1. Temperatures Rise: Raise the Temperature by 1 in All Hemispheres.
2. Execute Plan: Draw top card on Upcoming Plans. This is the Current Card. Carry out the Effects on it. Once Effects are done, Current Card becomes Previous Card and Previous Card is discarded face down.
3. Hardship: At his point, all players gain one Hardship point for every region without Carbon that is a Disaster Area, and two for every region that is Permanently Destroyed.
4. Insert Future Plan: Player draws 5 new Action Cards and inserts one at the bottom of Upcoming Plans. Discard the rest. If draw pile is empty, shuffle discard pile.

Notes:
- If a card says “Rotate rainfall”, swap the rainfall levels of all three hemispheres as shown. For example, if Rainfall is rotating clockwise, whatever rainfall level the Eastern Hemisphere had is now the rainfall level that the Southern Hemisphere has, and so on.
- Players continue to take turns even if they have no regions left.

Game Ends when either:
No Carbon Tokens are left in any region. Players with least hardship “win”.
All hardship cards have been acquired. Everyone loses.
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Lucas Schoukroun
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firstcultural wrote:
... pre-apocalyptic ...


Isn't this just called present day?
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Charles Ward
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Matsumoto
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Schouk wrote:
firstcultural wrote:
... pre-apocalyptic ...


Isn't this just called present day?


It made me laugh too. Very fitting.
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John
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firstcultural wrote:
2. Execute Plan: Draw top card on Upcoming Plans. This is the Current Card. Carry out the Effects on it. Once Effects are done, Current Card becomes Previous Card and Previous Card is discarded face down.


I think this could be made clearer. I think I know what you mean. You carry out the effects on the oldest card in the upcoming plan, discard it, everyone gains hardship, then add a new card to the plan. In a 2 or 4 player game the plan has 4 cards and a 3 player game it has 3.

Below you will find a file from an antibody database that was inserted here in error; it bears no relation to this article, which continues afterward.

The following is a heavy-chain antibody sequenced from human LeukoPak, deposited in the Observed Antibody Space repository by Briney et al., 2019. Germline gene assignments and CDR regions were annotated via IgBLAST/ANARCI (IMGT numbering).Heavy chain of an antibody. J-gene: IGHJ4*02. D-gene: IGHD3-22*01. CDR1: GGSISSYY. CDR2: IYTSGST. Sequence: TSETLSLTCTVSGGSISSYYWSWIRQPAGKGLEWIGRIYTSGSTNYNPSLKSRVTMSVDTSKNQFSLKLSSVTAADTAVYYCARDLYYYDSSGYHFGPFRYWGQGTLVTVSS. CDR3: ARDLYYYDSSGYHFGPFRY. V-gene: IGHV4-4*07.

2. Execute Plan: Draw top card on Upcoming Plans. Carry out the Effects on it, then discard it.

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A Twu
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There are some cards that have additional effects if the Previous Card is a certain type. I'm working on some graphics for the rules that should make this line more clear.
 
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A Twu
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Game Board


Region Cards


Program Cards (2 of each in deck)
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A Twu
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Geoengineering 101 box art draft

 
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A Twu
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Simplified the game setup and added some graphics. Would love some feedback on where it might need clarification.

 
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A Twu
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Did some more playtests at the local game night last week. One game came out with a close call aided by massive floods wiping out several carbon intense regions, while the other came up one turn short when the last hardship card was taken before the last carbon token could be removed.

I once read somewhere that with cooperative or semi-cooperative games, the game should be hard to win - what are your thoughts?

Also working on a kickstarter page now, here's a preview link:
https://www.kickstarter.com/projects/1700980409/1995740904?t...
 
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A Twu
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Funding has started! Future updates will be in the thread in the BGG Kickstarter Forum at http://www.boardgamegeek.com/thread/1411564/geoengineering-1...